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Aug 14 / Estelle Rogers

Hillary Clinton Raises Her Voice Against Voter Suppression


Hillary Clinton receives the 2013 ABA medal. (American Bar Association)

On Monday, Hillary Rodham Clinton received the American Bar Association’s highest honor, the ABA Medal. I was there. Instead of giving a typical thank-you speech—of course, she’s anything but typical—she took the occasion to give a blistering critique of the Supreme Court’s recent Shelby County decision and a full-throated indictment of the voter suppression epidemic that has been sweeping our country. Pundits have called it the first policy speech of her yet-to-be-declared candidacy for President of the United States. If it was, it was a stirring one.

Project Vote is a scrupulously nonpartisan organization. This post is not an endorsement of Clinton’s campaign, or her party’s eventual nominee, nor does it urge her to run. However, we would be remiss as voting rights advocates if we did not remark on the fact of this speech. It would be more inexcusable still if we ignored its content.

“Anyone who says that racial discrimination is no longer a problem in American elections,” Clinton declared, “must not be paying attention.” She decried the “unseemly rush” to enact or enforce discriminatory laws after Shelby County was decided. Chief Justice Roberts’ majority opinion striking down Section 4 of the Voting Rights Act gave free rein to states and localities to do just that, without the “check” of the preclearance process that required federal approval before any voting change could go into effect in jurisdictions with particularly egregious histories of discrimination in voting. She specifically mentioned the recent omnibus legislation passed in North Carolina, which she dubbed “the greatest hits of voter suppression.”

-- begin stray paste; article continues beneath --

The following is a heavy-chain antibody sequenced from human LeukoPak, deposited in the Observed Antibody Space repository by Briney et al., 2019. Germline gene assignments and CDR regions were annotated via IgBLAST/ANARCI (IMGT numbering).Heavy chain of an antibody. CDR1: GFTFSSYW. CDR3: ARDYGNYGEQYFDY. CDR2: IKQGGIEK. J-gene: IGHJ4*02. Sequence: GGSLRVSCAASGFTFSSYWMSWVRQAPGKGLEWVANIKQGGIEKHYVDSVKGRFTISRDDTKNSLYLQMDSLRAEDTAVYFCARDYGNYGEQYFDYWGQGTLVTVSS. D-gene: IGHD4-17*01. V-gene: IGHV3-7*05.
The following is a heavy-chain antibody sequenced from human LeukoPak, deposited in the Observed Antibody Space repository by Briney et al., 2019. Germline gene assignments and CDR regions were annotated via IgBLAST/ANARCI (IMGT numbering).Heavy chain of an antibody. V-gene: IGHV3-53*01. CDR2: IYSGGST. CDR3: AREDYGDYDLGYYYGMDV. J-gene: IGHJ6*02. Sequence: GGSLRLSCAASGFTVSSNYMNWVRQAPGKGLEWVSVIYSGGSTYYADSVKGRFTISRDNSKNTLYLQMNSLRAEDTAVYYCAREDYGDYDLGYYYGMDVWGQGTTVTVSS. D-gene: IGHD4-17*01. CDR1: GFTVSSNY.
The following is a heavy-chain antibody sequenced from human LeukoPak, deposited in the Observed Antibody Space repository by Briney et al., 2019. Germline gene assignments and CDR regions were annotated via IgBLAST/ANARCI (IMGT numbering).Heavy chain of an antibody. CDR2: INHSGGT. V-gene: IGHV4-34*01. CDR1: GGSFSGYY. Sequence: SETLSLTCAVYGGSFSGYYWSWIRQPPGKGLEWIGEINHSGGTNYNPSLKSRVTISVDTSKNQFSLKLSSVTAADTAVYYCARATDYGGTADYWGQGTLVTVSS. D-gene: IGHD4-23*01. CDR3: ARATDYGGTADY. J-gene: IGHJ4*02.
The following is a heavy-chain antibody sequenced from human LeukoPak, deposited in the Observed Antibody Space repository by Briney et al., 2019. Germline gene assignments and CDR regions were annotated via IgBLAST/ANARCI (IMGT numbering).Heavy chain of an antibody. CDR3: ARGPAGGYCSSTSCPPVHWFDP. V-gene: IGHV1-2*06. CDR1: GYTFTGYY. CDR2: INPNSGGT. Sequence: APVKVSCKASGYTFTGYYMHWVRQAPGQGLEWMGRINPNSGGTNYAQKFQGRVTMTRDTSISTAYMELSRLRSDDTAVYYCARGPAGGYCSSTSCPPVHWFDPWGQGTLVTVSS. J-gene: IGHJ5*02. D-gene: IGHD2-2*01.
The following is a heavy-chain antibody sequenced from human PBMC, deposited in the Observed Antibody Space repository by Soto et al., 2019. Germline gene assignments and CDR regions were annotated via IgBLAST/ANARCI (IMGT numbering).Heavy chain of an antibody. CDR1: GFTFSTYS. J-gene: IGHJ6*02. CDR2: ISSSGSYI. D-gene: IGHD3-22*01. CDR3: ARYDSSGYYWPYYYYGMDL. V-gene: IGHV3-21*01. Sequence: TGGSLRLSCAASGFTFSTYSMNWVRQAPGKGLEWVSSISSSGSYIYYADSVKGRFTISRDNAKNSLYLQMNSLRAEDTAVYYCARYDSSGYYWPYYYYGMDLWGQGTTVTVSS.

Secretary Clinton suggested that correcting the Supreme Court’s major step backward would require a multi-pronged approach: more enforcement by the Department of Justice of the laws that remain in effect; grassroots action by citizens and lawyers across our country to detect and combat voting irregularities; and action by Congress to fix “the hole opened up by the Supreme Court.”

As an opening act, no one could ask for anyone better, and it was my luck to have her as mine. Coincidentally, the American Bar Association House of Delegates was scheduled just minutes after her speech to consider a policy—which I wrote—urging Congress to fix the hole opened up by the Supreme Court. It reads:

“Resolved, that the American Bar Association urges the United States Congress to act expeditiously to preserve and protect voting rights by legislating a coverage formula setting forth the criteria by which jurisdictions shall or shall not be subject to Section 5 preclearance and/or by enacting other remedial amendments to the Voting Rights Act of 1965, including but not limited to, strengthening the litigation remedy under Section 2, or expanding the “bail-in” provision under Section 3 (or some combination of these concepts), in response to Shelby County v. Holder.”

Customarily, ABA policy proposals are introduced by a member of the House of Delegates and I was the speaker this time. But almost no introduction was needed after Secretary Clinton’s speech.

The resolution passed unanimously and will now be communicated to Congress.

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